Flip Donkey Doodleplunk?

Barton Beebe & Jeanne Fromer, "Are We Running Out of Trademarks? An Empirical Study of Trademark Depletion and Congestion", Harvard Law Review, February 2018:

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Taiwan independence posters in polysyllabic characters

Lisa in Toronto found these posters in Taipei at Cafe Macho in November. They say #newyearnewnation in one corner.

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Face, B face, 13 face, and C face

A student called my attention to this cloying glorification of PRC President Xi Jinping:

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Anime

Today's Dumbing of Age illustrates, in contemporary Indiana, a point that George Bernard Shaw made about England in 1916: "It is impossible for an Englishman to open his mouth without making some other Englishman hate or despise him."

Mouseover title: "super honestly, she just wants to punch everyone in the face"

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A constant, guiding presence

Tomorrow there will be a memorial service for Aravind Joshi, who died on the last day of 2017 ("R.I.P. Aravind Joshi", 1/1/2018).  Martha Palmer, who is flying in from Colorado for the event, sent me this remembrance:

Aravind was such a constant, guiding presence in my life, from 1980-2017.  Always so kind and gentle, and so full of wise and considered advice, on every subject from linguistics and automata theory to life choices and university politics.  And changeless. Always there, at every conference, every PI meeting, with a smile, a chuckle and a twinkle in his eye, taking great delight in the vagaries of human nature and the sea changes in government funding.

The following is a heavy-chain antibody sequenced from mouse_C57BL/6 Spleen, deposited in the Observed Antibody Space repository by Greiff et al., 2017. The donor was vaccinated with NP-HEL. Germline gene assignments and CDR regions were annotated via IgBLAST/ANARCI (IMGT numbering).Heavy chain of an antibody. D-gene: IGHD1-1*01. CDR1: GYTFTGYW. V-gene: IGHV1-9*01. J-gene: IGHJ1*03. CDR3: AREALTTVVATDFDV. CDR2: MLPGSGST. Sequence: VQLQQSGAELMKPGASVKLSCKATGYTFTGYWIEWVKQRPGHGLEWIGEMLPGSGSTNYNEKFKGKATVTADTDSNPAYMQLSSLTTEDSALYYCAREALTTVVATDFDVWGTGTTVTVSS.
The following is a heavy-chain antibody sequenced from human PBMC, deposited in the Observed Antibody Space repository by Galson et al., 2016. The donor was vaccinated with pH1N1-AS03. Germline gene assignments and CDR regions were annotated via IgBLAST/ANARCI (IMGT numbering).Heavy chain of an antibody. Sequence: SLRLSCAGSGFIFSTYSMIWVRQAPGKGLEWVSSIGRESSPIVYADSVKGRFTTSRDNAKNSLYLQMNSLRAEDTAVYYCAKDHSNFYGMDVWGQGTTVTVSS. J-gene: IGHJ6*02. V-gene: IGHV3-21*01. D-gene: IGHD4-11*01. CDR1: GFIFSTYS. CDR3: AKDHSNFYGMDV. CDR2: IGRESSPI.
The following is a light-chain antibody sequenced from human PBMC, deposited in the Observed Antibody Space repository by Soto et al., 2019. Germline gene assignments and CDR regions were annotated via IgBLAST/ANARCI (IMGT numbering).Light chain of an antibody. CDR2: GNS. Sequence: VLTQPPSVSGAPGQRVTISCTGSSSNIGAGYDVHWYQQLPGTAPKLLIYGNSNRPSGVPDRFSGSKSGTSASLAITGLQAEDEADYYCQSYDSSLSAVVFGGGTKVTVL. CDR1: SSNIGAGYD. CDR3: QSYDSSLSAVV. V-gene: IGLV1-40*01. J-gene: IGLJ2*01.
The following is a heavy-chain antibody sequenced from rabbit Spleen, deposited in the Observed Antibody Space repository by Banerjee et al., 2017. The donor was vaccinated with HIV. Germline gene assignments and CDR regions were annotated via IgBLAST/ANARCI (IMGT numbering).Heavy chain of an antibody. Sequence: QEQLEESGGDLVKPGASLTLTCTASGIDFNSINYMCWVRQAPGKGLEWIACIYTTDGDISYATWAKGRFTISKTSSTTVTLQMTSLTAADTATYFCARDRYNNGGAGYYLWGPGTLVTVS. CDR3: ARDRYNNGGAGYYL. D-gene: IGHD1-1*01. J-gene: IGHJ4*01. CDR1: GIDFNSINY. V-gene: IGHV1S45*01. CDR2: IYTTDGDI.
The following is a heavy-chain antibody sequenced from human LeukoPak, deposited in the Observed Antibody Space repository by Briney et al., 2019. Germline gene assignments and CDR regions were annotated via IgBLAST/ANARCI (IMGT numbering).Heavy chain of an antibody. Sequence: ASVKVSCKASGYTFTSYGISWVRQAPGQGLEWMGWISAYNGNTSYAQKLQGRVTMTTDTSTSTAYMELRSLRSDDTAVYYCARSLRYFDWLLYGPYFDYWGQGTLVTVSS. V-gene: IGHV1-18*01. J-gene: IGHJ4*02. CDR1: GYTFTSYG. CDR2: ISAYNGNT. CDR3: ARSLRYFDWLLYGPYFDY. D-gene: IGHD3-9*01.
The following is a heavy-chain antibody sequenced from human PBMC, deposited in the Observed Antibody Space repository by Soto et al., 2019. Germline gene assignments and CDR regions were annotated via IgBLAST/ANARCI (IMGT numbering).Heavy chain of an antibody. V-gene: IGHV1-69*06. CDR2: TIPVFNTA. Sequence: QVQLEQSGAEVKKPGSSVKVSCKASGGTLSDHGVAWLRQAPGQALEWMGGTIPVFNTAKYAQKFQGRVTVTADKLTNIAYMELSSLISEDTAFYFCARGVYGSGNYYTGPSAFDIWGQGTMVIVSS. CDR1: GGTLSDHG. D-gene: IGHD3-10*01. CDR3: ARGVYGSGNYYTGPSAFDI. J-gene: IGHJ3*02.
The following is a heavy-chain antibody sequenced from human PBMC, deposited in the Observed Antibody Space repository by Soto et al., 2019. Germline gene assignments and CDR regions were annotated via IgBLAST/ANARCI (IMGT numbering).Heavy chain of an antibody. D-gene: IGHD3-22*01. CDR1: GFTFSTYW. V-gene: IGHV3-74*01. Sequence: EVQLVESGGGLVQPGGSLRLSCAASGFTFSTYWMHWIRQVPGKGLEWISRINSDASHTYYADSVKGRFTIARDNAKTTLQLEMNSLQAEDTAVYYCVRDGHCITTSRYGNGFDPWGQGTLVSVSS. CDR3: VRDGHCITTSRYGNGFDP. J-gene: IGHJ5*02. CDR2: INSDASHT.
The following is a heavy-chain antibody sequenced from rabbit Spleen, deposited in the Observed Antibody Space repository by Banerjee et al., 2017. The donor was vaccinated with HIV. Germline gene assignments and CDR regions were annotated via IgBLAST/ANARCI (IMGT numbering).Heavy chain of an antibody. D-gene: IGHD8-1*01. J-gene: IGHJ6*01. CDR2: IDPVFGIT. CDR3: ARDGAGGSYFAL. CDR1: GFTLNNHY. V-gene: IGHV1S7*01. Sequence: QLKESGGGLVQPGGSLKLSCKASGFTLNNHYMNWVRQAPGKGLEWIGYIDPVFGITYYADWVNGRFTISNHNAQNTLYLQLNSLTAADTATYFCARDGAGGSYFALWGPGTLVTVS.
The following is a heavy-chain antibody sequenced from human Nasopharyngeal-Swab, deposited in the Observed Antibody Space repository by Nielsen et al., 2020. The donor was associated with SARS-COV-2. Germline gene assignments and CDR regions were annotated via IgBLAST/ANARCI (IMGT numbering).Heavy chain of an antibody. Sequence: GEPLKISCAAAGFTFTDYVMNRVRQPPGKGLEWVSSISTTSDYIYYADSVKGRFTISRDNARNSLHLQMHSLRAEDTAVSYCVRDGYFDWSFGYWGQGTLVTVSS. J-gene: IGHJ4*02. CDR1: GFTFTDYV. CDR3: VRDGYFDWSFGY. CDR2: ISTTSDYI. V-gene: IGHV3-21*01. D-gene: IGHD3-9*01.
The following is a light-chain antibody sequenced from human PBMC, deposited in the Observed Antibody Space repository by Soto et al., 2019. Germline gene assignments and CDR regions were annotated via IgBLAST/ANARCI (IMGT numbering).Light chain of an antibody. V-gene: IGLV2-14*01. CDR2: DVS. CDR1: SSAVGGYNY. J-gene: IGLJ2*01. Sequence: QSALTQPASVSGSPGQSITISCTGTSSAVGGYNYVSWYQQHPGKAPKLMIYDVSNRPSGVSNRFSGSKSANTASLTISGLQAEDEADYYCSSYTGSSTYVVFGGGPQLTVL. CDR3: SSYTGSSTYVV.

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PyeongChang: how do you say that in English?

Should we say the name of the host city of the 2018 winter Olympics the way the Koreans pronounce it [pʰjʌŋtɕʰaŋ]?  Or should we say it more in accord with English phonetics?

The following article by Jane Han spells out the controversy clearly:

"NBC, read my lips – it's PyeongChang" (The Korea Times [2/18/18)

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Language machinery

Xavier Marquez, "Stalin as Reviewer #2", Abandoned Footnotes 117/2018:

Most people reading this blog probably know about Trofim Lysenko, who, with Stalin’s help, set back Soviet genetics in the late 1940s, preventing any discussion of Mendelian inheritance. Yet Stalin’s influence on Soviet scholarship after WWII was much more far reaching. He intervened in disputes concerning philosophy, physics, physiology, linguistics, and political economy; in fact one of the epithets by which he was sometimes referred in the press was “the coryphaeus of science”, i.e., the leader of the chorus of Soviet science. (Lysenko himself used the term in his eulogy for Stalin in 1953, though it was first used in 1939).